Encourage open discussion in the workplace about safety, including speaking up to disclose problems, errors, incidents, and near misses.
This supportive approach can reduce the likelihood of major destructive or harmful events. Voicing safety is important for high-quality information to flow up and down an organisations’ hierarchy with a view to learning and improvement and improving safety capability.
A proactive and agile response will encourage sharing of information and improve the capability of workers to respond to real or potential safety issues in the future.
A shared workforce perception that ‘speaking up’ behaviours are accepted and valued will encourage workers to share their experiences. To develop this:
- provide opportunities for workers to speak up on safety concerns, for example allocating time for discussion about work health and safety related matters during regular team meetings
- establish health and safety representatives (HSRs) and health and safety committees (HSCs) for work groups that function to increase opportunities for speaking up
- act when concerns are raised so workers can see the value of speaking up.
When managers and supervisors are active in promoting WHS, workers are more likely to raise issues and share their experiences. Encourage workers to listen when co-workers raise safety concerns, and advocate for respectful discussions between the team.
Encourage your workers to be vigilant in raising issues, incidents, and near misses by using supportive and positive language statements to reinforce your approach to WHS.
Have you communicated to your workforce that if they have a reasonable concern about a serious risk to their health and safety from an immediate or imminent exposure to a hazard, they may cease or refuse to carry out work?
Develop safety leadership skills and behaviours of your managers and supervisors using resources such as the LEADing for Frontline Safety Workbook (PDF, 3.43 MB) so they can:
- encourage and support workers to see mistakes as a learning opportunity. They can help drive a culture where team members feel comfortable sharing their mistakes and learnings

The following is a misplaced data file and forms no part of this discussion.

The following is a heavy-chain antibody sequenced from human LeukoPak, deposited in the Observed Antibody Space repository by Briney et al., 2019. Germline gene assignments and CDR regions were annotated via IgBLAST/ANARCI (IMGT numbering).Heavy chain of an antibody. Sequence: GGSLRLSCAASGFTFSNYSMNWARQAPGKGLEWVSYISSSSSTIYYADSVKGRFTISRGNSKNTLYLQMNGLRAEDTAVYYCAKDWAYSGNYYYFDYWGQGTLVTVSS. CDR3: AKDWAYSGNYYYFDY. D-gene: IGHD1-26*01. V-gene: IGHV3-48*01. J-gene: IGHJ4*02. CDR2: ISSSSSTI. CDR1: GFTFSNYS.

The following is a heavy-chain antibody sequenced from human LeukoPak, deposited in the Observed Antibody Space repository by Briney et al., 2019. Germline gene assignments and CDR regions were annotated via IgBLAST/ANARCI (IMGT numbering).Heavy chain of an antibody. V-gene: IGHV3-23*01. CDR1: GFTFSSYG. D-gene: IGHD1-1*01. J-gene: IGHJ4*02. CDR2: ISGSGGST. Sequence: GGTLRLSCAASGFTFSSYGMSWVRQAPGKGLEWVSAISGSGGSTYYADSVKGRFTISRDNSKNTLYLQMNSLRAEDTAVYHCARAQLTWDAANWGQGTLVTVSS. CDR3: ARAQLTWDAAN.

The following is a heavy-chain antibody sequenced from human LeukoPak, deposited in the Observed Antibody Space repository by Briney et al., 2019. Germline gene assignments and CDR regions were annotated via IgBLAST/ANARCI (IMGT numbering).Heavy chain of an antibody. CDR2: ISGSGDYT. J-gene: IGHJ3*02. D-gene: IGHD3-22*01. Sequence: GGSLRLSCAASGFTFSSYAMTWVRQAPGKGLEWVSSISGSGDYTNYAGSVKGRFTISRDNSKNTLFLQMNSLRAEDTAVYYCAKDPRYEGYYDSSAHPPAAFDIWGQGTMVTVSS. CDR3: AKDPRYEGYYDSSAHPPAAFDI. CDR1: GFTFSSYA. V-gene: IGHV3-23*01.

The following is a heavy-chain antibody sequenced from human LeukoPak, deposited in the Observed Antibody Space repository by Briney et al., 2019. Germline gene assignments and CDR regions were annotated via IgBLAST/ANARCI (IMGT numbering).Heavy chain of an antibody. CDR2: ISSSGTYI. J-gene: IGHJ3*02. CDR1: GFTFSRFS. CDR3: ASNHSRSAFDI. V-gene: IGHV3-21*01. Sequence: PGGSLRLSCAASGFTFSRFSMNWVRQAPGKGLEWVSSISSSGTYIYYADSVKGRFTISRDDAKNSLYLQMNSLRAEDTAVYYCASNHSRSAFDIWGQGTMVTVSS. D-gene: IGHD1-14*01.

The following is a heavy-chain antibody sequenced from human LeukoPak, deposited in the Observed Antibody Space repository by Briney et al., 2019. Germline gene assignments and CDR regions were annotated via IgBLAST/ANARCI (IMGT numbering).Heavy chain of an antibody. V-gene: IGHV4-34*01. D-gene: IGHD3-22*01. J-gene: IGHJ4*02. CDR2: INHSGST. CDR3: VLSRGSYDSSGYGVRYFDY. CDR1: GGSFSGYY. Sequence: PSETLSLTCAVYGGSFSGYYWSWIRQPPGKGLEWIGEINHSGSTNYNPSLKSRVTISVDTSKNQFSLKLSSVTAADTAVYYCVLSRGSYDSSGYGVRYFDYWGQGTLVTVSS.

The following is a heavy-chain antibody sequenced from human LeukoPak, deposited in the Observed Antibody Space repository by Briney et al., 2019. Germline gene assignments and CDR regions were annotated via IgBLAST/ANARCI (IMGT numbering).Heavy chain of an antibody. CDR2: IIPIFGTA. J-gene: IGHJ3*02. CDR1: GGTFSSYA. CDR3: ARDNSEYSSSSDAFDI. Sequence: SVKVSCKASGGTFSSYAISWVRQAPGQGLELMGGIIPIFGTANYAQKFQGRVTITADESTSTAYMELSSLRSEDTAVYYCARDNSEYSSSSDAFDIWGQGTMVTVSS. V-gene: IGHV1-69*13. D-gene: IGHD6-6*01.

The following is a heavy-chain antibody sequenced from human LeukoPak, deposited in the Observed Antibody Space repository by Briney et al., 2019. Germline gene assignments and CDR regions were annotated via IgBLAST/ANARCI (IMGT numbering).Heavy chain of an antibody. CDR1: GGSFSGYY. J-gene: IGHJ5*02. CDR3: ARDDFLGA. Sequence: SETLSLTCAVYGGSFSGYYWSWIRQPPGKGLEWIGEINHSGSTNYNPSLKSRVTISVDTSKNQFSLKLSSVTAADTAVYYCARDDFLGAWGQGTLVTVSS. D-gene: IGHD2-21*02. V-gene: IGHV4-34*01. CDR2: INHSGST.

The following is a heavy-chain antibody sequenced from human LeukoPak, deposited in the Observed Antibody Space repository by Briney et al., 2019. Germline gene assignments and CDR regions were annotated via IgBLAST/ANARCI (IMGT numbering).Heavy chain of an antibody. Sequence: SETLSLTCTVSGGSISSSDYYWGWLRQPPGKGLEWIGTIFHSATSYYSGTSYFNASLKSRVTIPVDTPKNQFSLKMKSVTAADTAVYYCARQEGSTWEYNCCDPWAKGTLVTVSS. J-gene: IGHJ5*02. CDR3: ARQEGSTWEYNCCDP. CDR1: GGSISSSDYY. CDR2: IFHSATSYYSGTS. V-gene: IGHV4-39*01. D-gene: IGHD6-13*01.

- show support for workers who are willing to raise WHS topics by asking for feedback on how to improve safety.
Workers should be encouraged to speak up about WHS, even if it is likely to be controversial. Challenging long-held beliefs, including current policies and procedures, can be beneficial to promote discussions about emerging trends, plant and equipment issues, the sharing of ideas and relevant personal experiences. Open communication will help to improve WHS policies and procedures in your business alongside encouraging workers to support each other when they talk about safety concerns.
Respectful communication will ensure the safety message is heard and contributes to positive relationships between team members. This allows effective team engagement, promotes safety messages, and will open dialogue in the team.
Where the discussion is part of a toolbox or team meeting, the chair may need to set ground rules for a respectful discussion such as:
- focusing on the facts and what can be directly observed, rather than speculation or feelings
- reminding participants to not interrupt someone while they are speaking to ensure all participants can contribute equally and feel heard and respected
- informing participants that finger-pointing and blaming should be avoided, i.e., ‘we are here to address the issue, not any individual’s behaviour’
- documenting notes for the purposes of considering the information, not using it to single out specific workers for their opinions.
It’s important that the discussion finishes with ‘next steps’, which is critical to providing participants with an understanding of what will happen with their comments, how they will be considered, and when they will hear about a plan of action. Effective consultation includes communication systems and processes that encourage workers to speak up. Depending on your work environment, you may need to use a combination of written and verbal communication strategies.
- Share your vision for everyone to speak up about safety. Resources available in the Safety Fundamentals Toolkit such as the Induction Checklist (DOCX, 0.03 MB) can help to remind you to share your values with new workers.
- Develop the communication skills of your managers, team leaders, and supervisors to allow them to engage with their team effectively, promote safety messages in ways that make sense to the team, and open dialogue within the team.
- Discuss WHS at workplace meetings to establish a space for workers to raise concerns, even if it may be controversial.
View the Resources page for information and tips on how to improve your systems and processes to build your safety capability and understand your legal obligations.